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Dear Dr. Yael,

Baruch Hashem, I have a wonderful family with many young grandchildren. I hosted two families for the first days of Sukkos, two other families for Shabbos and another family for the second days. I do have cleaning help, but cooked non-stop for two weeks – my families expect to be served when they come and for me to babysit so they can nap.

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My husband wants us to just go away next Sukkos with our two single children. He feels that I am working too hard and is frustrated with how little our married children help. Even with outside help, and my single kids working non-stop, it is just too much for me.

My single children are also very upset. Although they love their nieces and nephews, they feel they are dumped on too much during Yom Tov. They want to help, but want time for their friends and themselves as well.

Do you have any suggestions for us; I really don’t want to go away for Yom Tov.

A Fan

 

Dear Fan,

Every year around this time, we get letters like this from mothers who want to host their children, but are exhausted afterward.

The situation is complicated as many of these married couples work very hard all year and look forward to going home and being taken care of.

I think the most important thing we can do is have open communication – parents being honest about what they can or cannot do and children being honest about their expectations. If this is done in a calm and caring manner, feelings will not be hurt and the next Yom Tov can be a wonderful one for all of you.

When you speak with your children, make sure you begin by letting them know how nice it was to spend time with them and your grandchildren. Then you can say that as much as you love having them, you feel you need more help when they come and maybe you can discuss how they can help out more without them feeling overwhelmed. For example, you can mention that you would be happy to babysit the kids, after you have had a chance to rest. About cleaning up, let them know that it is very helpful to you when they help with serving and straightening up, and maybe there could be a set schedule.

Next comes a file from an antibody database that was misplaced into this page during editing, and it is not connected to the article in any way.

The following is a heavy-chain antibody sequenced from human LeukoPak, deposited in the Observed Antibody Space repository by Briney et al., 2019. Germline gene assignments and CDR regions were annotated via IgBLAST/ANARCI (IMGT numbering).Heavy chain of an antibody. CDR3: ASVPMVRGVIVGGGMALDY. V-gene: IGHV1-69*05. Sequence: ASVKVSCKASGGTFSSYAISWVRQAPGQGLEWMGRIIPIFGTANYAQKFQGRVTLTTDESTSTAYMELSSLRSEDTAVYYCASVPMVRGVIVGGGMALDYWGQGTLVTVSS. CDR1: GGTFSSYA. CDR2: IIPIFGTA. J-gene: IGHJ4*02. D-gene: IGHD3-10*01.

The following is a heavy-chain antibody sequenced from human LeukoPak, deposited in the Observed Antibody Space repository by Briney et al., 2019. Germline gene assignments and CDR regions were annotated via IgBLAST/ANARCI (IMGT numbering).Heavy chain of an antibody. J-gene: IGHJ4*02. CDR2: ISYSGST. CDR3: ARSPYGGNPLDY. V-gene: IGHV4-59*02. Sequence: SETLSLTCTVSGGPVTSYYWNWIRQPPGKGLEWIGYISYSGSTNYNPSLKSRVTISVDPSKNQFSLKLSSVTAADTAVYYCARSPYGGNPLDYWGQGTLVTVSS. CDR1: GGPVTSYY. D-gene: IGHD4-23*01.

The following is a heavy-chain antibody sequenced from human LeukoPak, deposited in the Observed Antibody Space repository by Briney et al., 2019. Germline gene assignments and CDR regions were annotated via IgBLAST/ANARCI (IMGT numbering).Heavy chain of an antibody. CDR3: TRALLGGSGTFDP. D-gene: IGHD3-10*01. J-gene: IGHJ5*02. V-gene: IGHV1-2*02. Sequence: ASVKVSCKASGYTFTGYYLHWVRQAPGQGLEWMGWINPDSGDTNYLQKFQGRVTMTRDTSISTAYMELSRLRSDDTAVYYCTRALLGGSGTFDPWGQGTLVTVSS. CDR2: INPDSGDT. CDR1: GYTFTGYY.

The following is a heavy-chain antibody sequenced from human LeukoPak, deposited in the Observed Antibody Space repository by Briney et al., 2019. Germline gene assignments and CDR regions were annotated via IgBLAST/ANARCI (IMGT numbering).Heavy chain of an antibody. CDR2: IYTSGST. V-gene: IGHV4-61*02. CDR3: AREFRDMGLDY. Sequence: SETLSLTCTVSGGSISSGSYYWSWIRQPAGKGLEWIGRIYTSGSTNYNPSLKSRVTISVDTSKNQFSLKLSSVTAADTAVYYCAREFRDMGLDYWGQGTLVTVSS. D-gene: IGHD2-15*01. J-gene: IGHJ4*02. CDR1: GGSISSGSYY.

Try hard not to make them feel bad about their behavior. You can say you’re getting older and need more assistance from them.

Keep in mind that children out of their routine and comfort zone will be more likely to tantrum, misbehave, make a mess, and have trouble sleeping. This makes it harder for their parents as well.

As far as your single children, they are often the favorite aunts and uncles. If they are feeling resentful, you have to speak to your married children. This should be done right before the next Yom Tov. Just say that your single children have plans for Yom Tov afternoon and will not be available to babysit during this and this time. Alternatively, your kids can just make plans and let their siblings know when they’re leaving, so it doesn’t become a major issue. Open communication is important so that there can be a time where the singles voice their concerns as well if they want.

I hope that other “married kids” will read this column and realize that if they are lucky enough to be invited to their parents for Yom Tov, they need to help out when they can.

Hatzlocha.

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Dr. Yael Respler is a psychotherapist in private practice who provides marital, dating and family counseling. Dr. Respler also deals with problems relating to marital intimacy. Letters may be emailed to deardryael@aol.com. To schedule an appointment, please call 917-751-4887. Dr. Orit Respler-Herman, a child psychologist, co-authors this column and is now in private practice providing complete pychological evaluations as well as child and adolescent therapy. She can be reached at 917-679-1612. Previous columns can be viewed at www.jewishpress.com and archives of Dr. Respler’s radio shows can be found at www.dryaelrespler.com.